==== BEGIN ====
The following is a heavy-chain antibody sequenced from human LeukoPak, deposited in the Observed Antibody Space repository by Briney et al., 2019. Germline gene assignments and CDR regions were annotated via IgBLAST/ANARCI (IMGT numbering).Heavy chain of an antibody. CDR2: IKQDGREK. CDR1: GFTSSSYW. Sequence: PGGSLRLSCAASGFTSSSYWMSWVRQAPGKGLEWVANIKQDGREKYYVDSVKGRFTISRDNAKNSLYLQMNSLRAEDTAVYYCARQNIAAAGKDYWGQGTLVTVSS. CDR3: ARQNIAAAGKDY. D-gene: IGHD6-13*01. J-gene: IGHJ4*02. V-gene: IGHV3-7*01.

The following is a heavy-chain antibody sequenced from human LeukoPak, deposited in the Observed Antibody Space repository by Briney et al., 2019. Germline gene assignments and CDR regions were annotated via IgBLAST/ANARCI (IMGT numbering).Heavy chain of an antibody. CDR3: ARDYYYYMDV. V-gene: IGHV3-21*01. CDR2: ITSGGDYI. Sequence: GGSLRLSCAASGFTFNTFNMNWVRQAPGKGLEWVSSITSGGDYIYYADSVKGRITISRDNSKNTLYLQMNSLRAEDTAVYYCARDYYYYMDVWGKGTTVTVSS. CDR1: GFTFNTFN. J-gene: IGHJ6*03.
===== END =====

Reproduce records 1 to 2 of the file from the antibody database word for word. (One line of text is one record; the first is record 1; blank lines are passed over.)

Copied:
The following is a heavy-chain antibody sequenced from human LeukoPak, deposited in the Observed Antibody Space repository by Briney et al., 2019. Germline gene assignments and CDR regions were annotated via IgBLAST/ANARCI (IMGT numbering).Heavy chain of an antibody. CDR2: IKQDGREK. CDR1: GFTSSSYW. Sequence: PGGSLRLSCAASGFTSSSYWMSWVRQAPGKGLEWVANIKQDGREKYYVDSVKGRFTISRDNAKNSLYLQMNSLRAEDTAVYYCARQNIAAAGKDYWGQGTLVTVSS. CDR3: ARQNIAAAGKDY. D-gene: IGHD6-13*01. J-gene: IGHJ4*02. V-gene: IGHV3-7*01.

The following is a heavy-chain antibody sequenced from human LeukoPak, deposited in the Observed Antibody Space repository by Briney et al., 2019. Germline gene assignments and CDR regions were annotated via IgBLAST/ANARCI (IMGT numbering).Heavy chain of an antibody. CDR3: ARDYYYYMDV. V-gene: IGHV3-21*01. CDR2: ITSGGDYI. Sequence: GGSLRLSCAASGFTFNTFNMNWVRQAPGKGLEWVSSITSGGDYIYYADSVKGRITISRDNSKNTLYLQMNSLRAEDTAVYYCARDYYYYMDVWGKGTTVTVSS. CDR1: GFTFNTFN. J-gene: IGHJ6*03.